Are Banks Special?
Published January 1, 1983
Absent a satisfactory understanding of what it is—or was—that makes banks special in a functional sense, it is very difficult, with any degree of consistency, to answer questions about the separation of banking from other lines of business, the scope of banking powers, the ownership and control of banks, and banking structure more generally.
This essay seeks to shed light on these issues by stepping back from current institutional, regulatory and legal arrangements and attempting to identify the essential functions of banks.
The essay suggests that banks perform three essential functions: (1) they issue transaction accounts (i. e., they hold liabilities that are payable on demand at par and that are readily transferable to third parties); (2) they are the backup source of liquidity to all other institutions, financial and nonfinancial; and (3) they are the transmission belt for monetary policy.
On close inspection, it becomes evident that these essential functions are highly interdependent and that banks' ability to perform such functions dictates the need for a high degree of public confidence in the overall financial condition of banks—and especially the quality of banks' assets.
This dictate has been reinforced by a public safety net—deposit insurance and access to the lender of last resort—which is uniquely available to “banks.” The presence of that public safety net implies unique public responsibilities on the part of banks and would further seem to imply that if we are no longer willing or able to segregate essential banking functions into an identifiable class of institutions, then the public safety net should be made universally available to any institution that provides a banking function, or it should be eliminated altogether.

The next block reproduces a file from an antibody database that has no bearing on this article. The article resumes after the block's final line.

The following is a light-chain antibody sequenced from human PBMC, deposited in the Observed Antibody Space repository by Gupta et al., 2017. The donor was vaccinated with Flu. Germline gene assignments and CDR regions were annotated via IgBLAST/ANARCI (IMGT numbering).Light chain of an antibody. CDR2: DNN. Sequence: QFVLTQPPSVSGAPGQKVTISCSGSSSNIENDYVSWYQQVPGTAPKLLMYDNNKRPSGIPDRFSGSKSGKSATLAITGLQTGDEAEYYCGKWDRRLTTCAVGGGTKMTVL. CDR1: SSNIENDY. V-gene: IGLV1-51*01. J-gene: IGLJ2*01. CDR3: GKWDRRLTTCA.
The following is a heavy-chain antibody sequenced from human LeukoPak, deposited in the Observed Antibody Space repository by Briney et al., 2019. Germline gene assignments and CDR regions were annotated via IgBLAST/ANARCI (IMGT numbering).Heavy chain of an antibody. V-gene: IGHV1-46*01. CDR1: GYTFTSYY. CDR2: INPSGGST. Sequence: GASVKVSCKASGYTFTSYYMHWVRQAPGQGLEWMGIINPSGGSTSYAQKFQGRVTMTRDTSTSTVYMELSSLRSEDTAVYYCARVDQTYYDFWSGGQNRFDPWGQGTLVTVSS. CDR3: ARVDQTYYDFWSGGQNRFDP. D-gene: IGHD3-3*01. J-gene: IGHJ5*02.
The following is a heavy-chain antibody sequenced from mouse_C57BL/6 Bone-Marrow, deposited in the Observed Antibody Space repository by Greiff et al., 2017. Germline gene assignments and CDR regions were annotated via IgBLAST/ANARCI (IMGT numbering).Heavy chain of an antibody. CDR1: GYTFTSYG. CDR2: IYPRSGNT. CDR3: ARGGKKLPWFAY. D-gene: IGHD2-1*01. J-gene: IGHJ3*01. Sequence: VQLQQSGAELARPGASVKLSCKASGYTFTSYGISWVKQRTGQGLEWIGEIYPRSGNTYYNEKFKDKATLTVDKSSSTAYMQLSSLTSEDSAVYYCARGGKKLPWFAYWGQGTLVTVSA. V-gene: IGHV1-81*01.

Against this background, the essay goes on to suggest a definition of a bank. The definition is deceptively simple: a bank is any institution that is eligible to issue transaction accounts. If an institution meets this definition, it would (1) be eligible for government deposit insurance; (2) have direct access to the discount window; (3) be subject to reserve requirements; and (4) have direct access to Federal Reserve payment services, particularly the wire transfer system.
Four important implications emerge from the essay's analysis of essential bank functions and the associated definition of a bank.
First, if preserving essential bank functions really does matter it follows that banks must be competitively viable.
Second, there is room for broader bank powers. The expansion of those powers must, however take place within a context that guards against excessive risk-taking by banks and insures the impartiality of the credit decision making process.
Third, once agreement has been reached on appropriate banking powers, questions about bank ownership and control become easier to answer. Certainly logic would suggest that particular powers be vested in banks only to the extent that there is a willingness to permit another institution engaging in those same activities to own banks. By the same token, nonbanking organizations would be permitted to own banks only insofar as their activities match permitted banking activities. And if they own a bank, they would become a bank holding company.
Fourth, while there is a powerful case for placing some subsidiary banking activities into affiliates of bank holding companies on the grounds of segregating capital and providing greater protection against self-dealing, the bank holding company is not a substitute for prudent management nor is it a fail-safe device for containing risk.
Comments in response to this essay or regarding similar issues can
be found in the following:
Interview with Carter H. Golembe, The Region, June 1998
Interview with E. Gerald Corrigan, The Region, November 1990
Safeguards to the U.S. Banking System Should Not Be Dismantled,
The Region, June 1990